More than a soldier: the case of non-soldiers within the military

by editor | 31st October 2010 8:24 am

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At a time when there is ongoing debate about the duration of compulsory military service in Turkey, a report was uncovered this week which revealed that a significant number of privates doing compulsory service are performing duties that have nothing to do with military service.
According to the report, published by the Star daily this week, 65,000 out of the 470,000 privates are currently performing their compulsory military service under the title of “social services” by working at one of 500 social facilities such as military houses, summer camps and officers’ messes. This figure excludes those who are posted at the military’s residential complexes.
Currently the period of compulsory military service is 15 months for all young men except those who hold four-year university degrees. University graduates can either serve as privates for six months or as reserve officers for one year. Turkish citizens living abroad can pay an exemption fee and serve for just 28 days.
These soldiers, who are assigned to what has been named as “social services,” perform a variety of tasks, including tending to the personal affairs of their commanders and, at times, the families of their commanders.
A blog established by men who have completed their military service as privates and want to share their mostly painful and hurtful experiences in the military, titled “” (translated as, soldiers tell their stories), reveals how Turkey’s young men are being forced to do things that have nothing to do with military service or the defense of their homeland.
In one of the posts, a man who completed his military service at Adnan Menderes Airport Base Command in ?zmir in 2009, tells how one of his colonels, who always used to lecture the soldiers under his command about honesty and patriotism, would order privates to pick up a dance teacher from ?zmir’s Kar??yaka neighborhood in colonel’s official vehicle car and drive the teacher to and from the colonel’s home where he and his wife took private dance lessons. “We used to wait in front of the colonel’s house for three hours in the cold,” wrote the anonymous blogger.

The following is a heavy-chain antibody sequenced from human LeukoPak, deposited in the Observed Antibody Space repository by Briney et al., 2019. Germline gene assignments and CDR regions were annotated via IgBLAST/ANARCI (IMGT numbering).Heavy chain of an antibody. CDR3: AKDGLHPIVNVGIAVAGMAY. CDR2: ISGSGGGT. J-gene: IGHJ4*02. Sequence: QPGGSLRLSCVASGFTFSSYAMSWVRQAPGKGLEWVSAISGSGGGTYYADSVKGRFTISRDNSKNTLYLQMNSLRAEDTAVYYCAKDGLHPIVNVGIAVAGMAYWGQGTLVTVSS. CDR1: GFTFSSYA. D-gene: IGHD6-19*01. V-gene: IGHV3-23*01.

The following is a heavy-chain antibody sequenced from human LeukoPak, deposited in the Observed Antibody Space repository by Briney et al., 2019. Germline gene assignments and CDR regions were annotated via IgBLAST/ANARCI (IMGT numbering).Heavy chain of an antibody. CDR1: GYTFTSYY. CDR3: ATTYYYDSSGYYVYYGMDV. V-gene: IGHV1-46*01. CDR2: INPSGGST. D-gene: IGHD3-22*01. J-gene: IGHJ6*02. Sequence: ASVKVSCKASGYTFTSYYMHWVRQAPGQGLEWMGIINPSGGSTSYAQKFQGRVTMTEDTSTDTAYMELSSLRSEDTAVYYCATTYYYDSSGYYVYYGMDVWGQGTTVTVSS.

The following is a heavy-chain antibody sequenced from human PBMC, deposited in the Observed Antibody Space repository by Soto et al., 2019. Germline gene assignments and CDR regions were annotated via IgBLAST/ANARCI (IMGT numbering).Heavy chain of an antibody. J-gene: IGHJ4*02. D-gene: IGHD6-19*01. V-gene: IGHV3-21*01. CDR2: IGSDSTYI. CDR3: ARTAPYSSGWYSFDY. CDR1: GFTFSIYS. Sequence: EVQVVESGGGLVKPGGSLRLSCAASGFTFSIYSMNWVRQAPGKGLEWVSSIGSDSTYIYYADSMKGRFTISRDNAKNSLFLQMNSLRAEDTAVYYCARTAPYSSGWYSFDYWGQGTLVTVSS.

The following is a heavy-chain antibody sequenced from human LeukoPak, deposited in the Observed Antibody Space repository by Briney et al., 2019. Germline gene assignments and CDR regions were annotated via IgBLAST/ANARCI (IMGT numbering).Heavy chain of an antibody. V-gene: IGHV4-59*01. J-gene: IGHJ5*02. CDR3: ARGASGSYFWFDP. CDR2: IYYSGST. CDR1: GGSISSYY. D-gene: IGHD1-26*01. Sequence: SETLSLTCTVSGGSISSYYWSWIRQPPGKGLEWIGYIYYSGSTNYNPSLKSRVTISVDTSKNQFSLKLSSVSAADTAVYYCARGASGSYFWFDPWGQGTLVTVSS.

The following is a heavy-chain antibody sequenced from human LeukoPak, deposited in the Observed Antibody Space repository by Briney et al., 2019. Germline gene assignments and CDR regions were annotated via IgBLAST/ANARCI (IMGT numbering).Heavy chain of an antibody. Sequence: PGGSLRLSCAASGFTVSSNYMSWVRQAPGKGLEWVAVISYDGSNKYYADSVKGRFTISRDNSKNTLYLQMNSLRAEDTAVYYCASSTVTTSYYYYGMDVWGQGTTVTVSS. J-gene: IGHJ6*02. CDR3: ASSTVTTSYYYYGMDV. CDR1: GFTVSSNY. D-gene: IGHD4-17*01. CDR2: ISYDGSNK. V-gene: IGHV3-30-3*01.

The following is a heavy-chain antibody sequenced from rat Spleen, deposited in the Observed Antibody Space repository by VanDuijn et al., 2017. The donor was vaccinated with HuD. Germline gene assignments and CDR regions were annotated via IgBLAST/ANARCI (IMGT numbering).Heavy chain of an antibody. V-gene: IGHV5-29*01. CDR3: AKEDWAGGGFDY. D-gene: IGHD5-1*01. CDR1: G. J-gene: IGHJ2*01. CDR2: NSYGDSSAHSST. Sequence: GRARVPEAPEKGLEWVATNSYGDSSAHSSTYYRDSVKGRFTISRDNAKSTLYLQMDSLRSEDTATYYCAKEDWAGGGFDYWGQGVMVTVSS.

Another one of dozens of such stories, a blogger who completed his military service in the eastern province of Bingöl in 2003 wrote: “Our commander sent one of my friends to the bus terminal in central Elaz?? [which was around 150 kilometers away] in order to take delivery of a toy dog which was sent by the commander’s wife from ?stanbul. My friend had to wait there for many hours because the bus’s arrival time was delayed.”
The head of the Association of Human Rights and Solidarity for Oppressed Peoples (MAZLUM-DER), Ahmet Faruk Ünsal, termed it as a very “humiliating” situation for the privates who are used for the personal benefit of senior officers. He said it was regrettable that there are a lack of legal mechanisms in Turkey to empower privates with the right to refuse to do such irrelevant tasks as part of their compulsory military service.
He suggested that the existence of two judicial systems should be eliminated in Turkey by removing military courts because they fall short of delivering justice and inspecting the military institutions and their injustices fairly.
Early this month, the Turkish Parliament placed vacation camps belonging to the Turkish Armed Forces (TSK) under the magnifying glass in the wake of increasing numbers of people submitting petitions to Parliament against the TSK vacation camps. In these petitions, people have been demanding that these camps should be closed down just like other camps that once served for other public officials. One such person, Selahattin Çinal, a concerned citizen from Bal?kesir’s Erdek district, sent a petition to Parliament objecting to the continued existence of the TSK camps while such camps for other public servants have since been privatized.
“The existence of these camps disturbs me as a citizen. These camps are used just for vacation and leisure purposes. While senior officers enjoy their time there, privates are used as workers. Whereas other public servants working for the Security Directorate, Education Ministry and Health Ministry are responsible for their own means of vacation. The privilege enjoyed by TSK members disturbs everyone,” he said.
TSK in figures

According to the report in the Star daily, the number of paid TSK personnel is around 270,000 — a figure which is higher than the number in the armed forces of many countries in the world. The total number of military personnel in the TSK, which is among the biggest armed forces in the world, is 736,000, of whom 470,000 are privates.
There are 46,000 officers, 70,000 non-commissioned officers, 50,000 civilian personnel and 360 generals and admirals among the TSK’s paid personnel.
Of the 470,000 privates, 240,000 are in the land forces and 170,000 are in the gendarmerie, while the air and naval forces commands have around 30,000 privates each. [1]

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